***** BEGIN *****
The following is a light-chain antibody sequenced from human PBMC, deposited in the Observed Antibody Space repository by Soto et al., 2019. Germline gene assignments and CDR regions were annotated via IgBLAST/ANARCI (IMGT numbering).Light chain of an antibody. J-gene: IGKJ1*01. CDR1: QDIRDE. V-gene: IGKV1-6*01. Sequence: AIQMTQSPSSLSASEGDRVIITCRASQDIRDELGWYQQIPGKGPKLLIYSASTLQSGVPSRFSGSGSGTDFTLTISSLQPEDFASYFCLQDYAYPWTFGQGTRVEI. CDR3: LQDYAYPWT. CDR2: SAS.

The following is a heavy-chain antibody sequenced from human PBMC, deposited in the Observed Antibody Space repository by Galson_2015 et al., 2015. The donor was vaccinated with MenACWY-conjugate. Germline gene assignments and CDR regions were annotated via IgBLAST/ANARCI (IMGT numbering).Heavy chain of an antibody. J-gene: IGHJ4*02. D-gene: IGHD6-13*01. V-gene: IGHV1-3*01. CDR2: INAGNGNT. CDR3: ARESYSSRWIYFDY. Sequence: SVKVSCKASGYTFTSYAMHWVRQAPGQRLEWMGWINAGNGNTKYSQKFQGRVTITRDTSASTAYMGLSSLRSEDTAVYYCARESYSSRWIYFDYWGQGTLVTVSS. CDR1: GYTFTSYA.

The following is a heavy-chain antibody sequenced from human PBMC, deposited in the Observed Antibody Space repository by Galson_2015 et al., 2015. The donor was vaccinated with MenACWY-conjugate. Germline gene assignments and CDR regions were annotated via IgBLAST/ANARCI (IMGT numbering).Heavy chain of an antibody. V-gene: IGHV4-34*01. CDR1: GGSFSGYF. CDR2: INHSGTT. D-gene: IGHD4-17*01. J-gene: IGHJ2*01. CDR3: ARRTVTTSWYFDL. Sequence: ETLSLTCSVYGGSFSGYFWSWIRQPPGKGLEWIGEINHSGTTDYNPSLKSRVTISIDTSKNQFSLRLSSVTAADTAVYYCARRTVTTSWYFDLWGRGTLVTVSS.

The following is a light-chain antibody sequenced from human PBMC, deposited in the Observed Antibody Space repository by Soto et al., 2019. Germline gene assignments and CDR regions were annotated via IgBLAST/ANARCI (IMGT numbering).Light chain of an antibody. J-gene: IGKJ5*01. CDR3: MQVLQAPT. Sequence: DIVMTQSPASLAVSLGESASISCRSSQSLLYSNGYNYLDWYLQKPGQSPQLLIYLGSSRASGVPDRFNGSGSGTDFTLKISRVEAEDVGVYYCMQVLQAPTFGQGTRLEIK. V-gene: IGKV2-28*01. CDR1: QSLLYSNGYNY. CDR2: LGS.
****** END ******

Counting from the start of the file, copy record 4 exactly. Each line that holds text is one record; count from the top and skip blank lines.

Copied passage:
The following is a light-chain antibody sequenced from human PBMC, deposited in the Observed Antibody Space repository by Soto et al., 2019. Germline gene assignments and CDR regions were annotated via IgBLAST/ANARCI (IMGT numbering).Light chain of an antibody. J-gene: IGKJ5*01. CDR3: MQVLQAPT. Sequence: DIVMTQSPASLAVSLGESASISCRSSQSLLYSNGYNYLDWYLQKPGQSPQLLIYLGSSRASGVPDRFNGSGSGTDFTLKISRVEAEDVGVYYCMQVLQAPTFGQGTRLEIK. V-gene: IGKV2-28*01. CDR1: QSLLYSNGYNY. CDR2: LGS.